Soccer players are often labeled with the stereotype of being soft and weak, especially in America. The statistics of how physically demanding soccer is on the body compared to other sports may come as a shock to many.


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For as long as I can remember I have played the world’s most beautiful game, soccer.

Soccer runs in my family. It always has.

It is what we talk about at the dinner table. It is what we watch together Sunday morning.

But far too often I have been made fun of for being a soccer player, being called a “grass fairy” by other athletes and spectators of the sport.

At my high school, I was always pushed to play football or pursue basketball at the college level.

My weightlifting coaches labeled the soccer players as soft and fragile.

That stereotype could not be any further from the truth.

Out of all of the sports and physical activities I have participated in, soccer is by far the most difficult on the body.

Not to completely downplay other sports, as they all have strenuous physical characteristics, but they do not compare to soccer.

According to statistics from Gizmodo, soccer players run between six and seven miles every game.

Personally, according to my Fitbit tracker, I cover around 7.5 miles every game I play.

Compared to the 1.25-mile average per game for an NFL wide receiver, and 3 miles an NBA player runs, soccer players are far more active.

Soccer players are also controlling the ball in tight spaces while running, changing direction and speed throughout the game and maneuvering the ball with their feet as opposed to their hands, which we use for virtually every other task in our lives.

The number of breaks in a soccer game is also considerably fewer than most other sports. Players endure two 45-minute halves without much or any rest.

There are no timeouts in soccer, and only three substitutions are granted each game.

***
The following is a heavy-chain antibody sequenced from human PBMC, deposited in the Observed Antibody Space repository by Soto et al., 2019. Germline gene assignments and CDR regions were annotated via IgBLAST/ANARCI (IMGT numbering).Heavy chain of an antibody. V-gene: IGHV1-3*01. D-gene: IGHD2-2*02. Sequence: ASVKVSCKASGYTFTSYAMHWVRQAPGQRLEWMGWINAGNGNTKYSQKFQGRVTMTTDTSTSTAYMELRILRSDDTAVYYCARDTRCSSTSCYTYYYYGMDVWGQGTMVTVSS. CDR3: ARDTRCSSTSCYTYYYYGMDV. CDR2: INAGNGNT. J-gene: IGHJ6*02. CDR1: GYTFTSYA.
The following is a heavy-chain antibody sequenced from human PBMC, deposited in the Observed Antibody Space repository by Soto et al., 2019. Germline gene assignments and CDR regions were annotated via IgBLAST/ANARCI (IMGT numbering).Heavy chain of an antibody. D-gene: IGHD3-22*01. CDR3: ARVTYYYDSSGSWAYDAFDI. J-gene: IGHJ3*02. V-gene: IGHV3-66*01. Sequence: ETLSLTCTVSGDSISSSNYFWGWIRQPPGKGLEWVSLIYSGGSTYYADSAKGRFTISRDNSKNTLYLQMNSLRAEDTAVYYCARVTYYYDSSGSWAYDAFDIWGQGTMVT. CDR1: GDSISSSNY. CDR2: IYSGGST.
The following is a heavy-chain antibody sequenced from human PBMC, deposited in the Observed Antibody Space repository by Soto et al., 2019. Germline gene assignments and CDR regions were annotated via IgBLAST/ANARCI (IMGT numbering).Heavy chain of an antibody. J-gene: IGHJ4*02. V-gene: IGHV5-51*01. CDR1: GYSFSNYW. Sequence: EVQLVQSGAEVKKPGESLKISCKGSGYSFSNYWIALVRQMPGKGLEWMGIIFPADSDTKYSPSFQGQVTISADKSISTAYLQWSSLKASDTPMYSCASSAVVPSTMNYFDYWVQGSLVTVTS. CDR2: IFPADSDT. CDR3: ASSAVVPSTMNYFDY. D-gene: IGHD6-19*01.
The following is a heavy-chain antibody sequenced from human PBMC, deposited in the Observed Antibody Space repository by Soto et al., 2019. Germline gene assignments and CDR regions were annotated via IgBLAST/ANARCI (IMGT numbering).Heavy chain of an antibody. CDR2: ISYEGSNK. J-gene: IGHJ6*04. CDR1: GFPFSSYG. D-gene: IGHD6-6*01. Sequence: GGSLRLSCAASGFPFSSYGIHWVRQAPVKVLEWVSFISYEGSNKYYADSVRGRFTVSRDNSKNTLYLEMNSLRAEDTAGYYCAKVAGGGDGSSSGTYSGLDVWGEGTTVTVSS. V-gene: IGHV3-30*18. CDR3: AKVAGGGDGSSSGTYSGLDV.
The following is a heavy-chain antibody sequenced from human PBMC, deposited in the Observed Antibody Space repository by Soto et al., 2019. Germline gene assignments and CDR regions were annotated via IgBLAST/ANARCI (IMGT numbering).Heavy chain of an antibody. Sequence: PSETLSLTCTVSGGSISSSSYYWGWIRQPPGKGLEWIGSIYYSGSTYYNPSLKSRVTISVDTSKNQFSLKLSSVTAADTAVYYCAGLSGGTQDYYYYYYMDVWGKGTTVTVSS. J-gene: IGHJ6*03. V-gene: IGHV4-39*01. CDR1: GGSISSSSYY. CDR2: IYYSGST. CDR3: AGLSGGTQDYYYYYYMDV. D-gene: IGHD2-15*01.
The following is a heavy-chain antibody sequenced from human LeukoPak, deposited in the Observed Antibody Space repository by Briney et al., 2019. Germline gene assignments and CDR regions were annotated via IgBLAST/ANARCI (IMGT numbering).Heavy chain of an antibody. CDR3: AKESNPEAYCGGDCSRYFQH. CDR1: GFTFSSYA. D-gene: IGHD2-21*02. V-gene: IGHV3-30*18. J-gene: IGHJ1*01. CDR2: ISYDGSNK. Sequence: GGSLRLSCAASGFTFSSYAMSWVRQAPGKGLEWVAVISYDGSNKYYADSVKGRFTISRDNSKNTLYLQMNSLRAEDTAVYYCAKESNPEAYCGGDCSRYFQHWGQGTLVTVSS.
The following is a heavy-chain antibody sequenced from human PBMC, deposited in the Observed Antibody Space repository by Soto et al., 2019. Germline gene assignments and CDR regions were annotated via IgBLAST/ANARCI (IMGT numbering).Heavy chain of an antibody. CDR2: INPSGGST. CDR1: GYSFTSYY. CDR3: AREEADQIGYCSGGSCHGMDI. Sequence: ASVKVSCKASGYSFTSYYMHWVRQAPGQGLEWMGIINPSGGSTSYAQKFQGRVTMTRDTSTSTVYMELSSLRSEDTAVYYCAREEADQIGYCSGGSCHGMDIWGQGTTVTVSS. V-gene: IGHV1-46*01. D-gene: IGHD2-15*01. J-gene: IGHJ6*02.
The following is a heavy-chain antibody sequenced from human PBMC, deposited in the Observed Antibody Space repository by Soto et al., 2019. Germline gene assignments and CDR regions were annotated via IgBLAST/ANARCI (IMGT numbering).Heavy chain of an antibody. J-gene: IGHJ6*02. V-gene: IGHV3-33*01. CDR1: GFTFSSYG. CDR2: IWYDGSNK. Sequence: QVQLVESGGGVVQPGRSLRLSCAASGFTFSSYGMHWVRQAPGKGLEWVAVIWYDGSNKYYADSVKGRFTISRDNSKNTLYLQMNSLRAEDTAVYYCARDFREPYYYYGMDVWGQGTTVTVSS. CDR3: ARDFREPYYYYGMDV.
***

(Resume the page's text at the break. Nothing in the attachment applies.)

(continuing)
Injured players count toward the three-substitution rule, and if a player is having trouble deciding whether or not he or she can carry on, they must walk off the field until they decide, resulting in their team playing down a player.

Then there are the people who call soccer players grass fairies. There is a false belief that soccer is not a contact sport.

There is very little protective equipment worn on a soccer field. Shin guards are the only padding that soccer players wear on the field, and players often try to wear the smallest guards possible for comfort reasons.

An average sports fan might also forget that soccer players are wearing cleats and sliding and kicking you with those cleats.

When the field is wet and the game is played on a grass field, players wear sharpened metal studs in order to have a better grip, and some defenders are taught to slide at your ankles with those studs.

If these reasons are not convincing enough, just ask a midfielder or forward to show you the scars on their shins, knees and ankles from the studs.

The Bleacher Report ranks soccer as the sixth most physical sport, finishing behind hockey, football, MMA, boxing and rugby.

So next time you decide to stereotype a soccer player as soft, think of Lebron James’ theatrics in trying to get calls on the basketball court, or think of how your favorite pitcher was placed on the 30-day disabled list due to a blister.

By Chad Otec

Chad Otec is a staff journalist for MBU Timeline. He is a senior majoring in communication studies and marketing at Missouri Baptist University. Otec was a member of the MBU men’s soccer team for three seasons and a captain of the team for two seasons. Otec enjoys listening to music and working out in his free time. He also coaches youth soccer teams around the St. Louis area. He plans to pursue a career in sales after graduating.